Do You Need a Tetanus Booster?
by Donald Ray Burger
Attorney at Law

Some time back I saw a stage production of Lee and Lawrence’s two-act play, The Night Thoreau Spent in Jail. The play revolves around Henry David Thoreau’s refusal to pay a poll tax that he believed would be used to support a war. One of the scenes that has always stayed with me is where John Thoreau, Henry’s brother, nicked himself while shaving. Unfortunately, John got tetanus from the cut and died eleven days later.

As gardeners, tetanus is an infection of which we should be mindful. Tetanus comes from the anaerobic bacterium Clostridium tetani. “Anaerobic” means that the bacterium flourishes in the absence of oxygen. Before the bacterial form of C. tetani begins to reproduce, it survives as an endospore. An “endospore” is a dormant form of the bacterium which allows the bacterium to survive in unfavorable conditions and to reproduce itself once the proper (anaerobic) conditions are present. Tetanus is a Gram-positive bacterium and its endospores enable the bacteria to lie dormant for decades. The endospores of tetanus are especially prevalent in soil and manures. Tetanus, the infection, usually begins from puncture wounds and deep cuts, when the endospores are carried into an anaerobic environment. When the endospores are carried into this type of favorable environment, the dormancy ends and the bacteria begin reproducing.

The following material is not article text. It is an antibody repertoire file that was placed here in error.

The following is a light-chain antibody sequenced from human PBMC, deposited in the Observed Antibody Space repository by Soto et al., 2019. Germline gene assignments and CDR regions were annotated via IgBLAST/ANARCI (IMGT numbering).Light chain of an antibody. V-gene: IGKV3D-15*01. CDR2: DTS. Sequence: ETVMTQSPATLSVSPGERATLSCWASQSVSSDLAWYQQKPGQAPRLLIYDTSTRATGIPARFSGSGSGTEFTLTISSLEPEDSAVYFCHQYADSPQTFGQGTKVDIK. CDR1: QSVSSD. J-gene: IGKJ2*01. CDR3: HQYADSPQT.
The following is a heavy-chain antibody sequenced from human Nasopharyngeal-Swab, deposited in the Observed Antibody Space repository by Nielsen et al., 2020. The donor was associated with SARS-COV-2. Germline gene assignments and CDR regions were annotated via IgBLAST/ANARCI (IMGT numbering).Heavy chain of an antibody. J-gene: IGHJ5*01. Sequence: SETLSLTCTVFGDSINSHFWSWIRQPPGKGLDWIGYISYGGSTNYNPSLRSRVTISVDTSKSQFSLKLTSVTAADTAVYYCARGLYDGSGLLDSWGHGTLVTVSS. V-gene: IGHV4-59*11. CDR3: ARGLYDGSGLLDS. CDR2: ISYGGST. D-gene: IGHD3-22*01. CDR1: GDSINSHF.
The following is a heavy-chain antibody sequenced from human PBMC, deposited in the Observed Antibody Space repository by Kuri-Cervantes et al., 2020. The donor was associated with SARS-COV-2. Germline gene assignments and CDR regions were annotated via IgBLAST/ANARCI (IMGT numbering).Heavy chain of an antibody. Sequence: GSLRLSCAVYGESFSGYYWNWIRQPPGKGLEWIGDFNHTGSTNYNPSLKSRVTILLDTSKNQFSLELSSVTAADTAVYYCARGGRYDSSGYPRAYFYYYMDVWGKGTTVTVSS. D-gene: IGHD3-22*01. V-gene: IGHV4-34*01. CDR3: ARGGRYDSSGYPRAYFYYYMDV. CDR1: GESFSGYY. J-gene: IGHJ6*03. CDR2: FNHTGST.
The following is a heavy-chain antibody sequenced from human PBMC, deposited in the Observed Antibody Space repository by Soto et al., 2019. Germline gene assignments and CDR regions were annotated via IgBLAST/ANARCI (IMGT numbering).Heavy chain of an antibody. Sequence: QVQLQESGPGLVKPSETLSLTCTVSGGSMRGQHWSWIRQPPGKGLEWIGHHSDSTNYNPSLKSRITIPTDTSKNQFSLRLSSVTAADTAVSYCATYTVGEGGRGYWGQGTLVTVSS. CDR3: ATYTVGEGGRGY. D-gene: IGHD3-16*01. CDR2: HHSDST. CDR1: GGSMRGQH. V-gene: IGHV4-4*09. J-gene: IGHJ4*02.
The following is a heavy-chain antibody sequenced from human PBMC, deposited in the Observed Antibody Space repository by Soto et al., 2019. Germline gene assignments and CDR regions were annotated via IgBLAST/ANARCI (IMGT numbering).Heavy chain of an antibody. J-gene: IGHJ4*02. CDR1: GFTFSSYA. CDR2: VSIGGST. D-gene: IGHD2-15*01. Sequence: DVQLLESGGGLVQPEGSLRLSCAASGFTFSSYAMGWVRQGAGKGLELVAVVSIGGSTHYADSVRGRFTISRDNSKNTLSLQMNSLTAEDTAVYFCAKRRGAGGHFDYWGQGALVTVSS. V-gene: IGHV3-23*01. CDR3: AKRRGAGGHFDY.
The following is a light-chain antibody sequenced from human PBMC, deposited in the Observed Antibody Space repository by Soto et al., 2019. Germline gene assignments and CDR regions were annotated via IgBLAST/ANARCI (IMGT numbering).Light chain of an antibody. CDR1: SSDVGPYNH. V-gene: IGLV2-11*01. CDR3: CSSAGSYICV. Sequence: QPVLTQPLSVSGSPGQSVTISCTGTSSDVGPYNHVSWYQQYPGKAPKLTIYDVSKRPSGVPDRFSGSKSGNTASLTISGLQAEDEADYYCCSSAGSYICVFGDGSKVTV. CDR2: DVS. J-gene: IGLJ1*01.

The common name for tetanus is "lockjaw." Tetanus is from the Greek word "tetanos," which means "taunt." The disease causes prolonged contraction of skeletal muscles. This tightening often begins in the jaw muscles. Thus, the term "lockjaw."

Conventional wisdom is that one needs a close encounter with a rusty nail to get tetanus. However, the rust is not a necessary component. Puncture wounds, because the endospore are driven deeply into a anaerobic environment, is what is required. That is also probably why we are taught to make sure a cut bleeds freely to "wash out" this harmful toxin.

The incubation period of tetanus varies between eight days to several months. Because of the use of the tetanus vaccine, death from tetanus in the United States is relatively rare. The CDC credits the 13.2% fatality rate to the widespread use of the vaccine.

Unfortunately, the vaccine is only good for about ten years. Regular booster shots are needed. If you don’t know when you had your last tetanus booster, get one immediately. If you wait until you have a cut or puncture, the effectiveness of the shot is dramatically decreased, and multiple shots are needed to reduce the chances of getting lockjaw. Post-exposure injections are not a guarantee of prevention of lockjaw.

Tetanus boosters are widely available (without a prescription) at drug and grocery store pharmacies for around $50 without insurance. This is definitely a situation where an ounce of prevention is worth a pound of cure. Make sure your tetanus booster is current.

Written January, 2013 mail comments to

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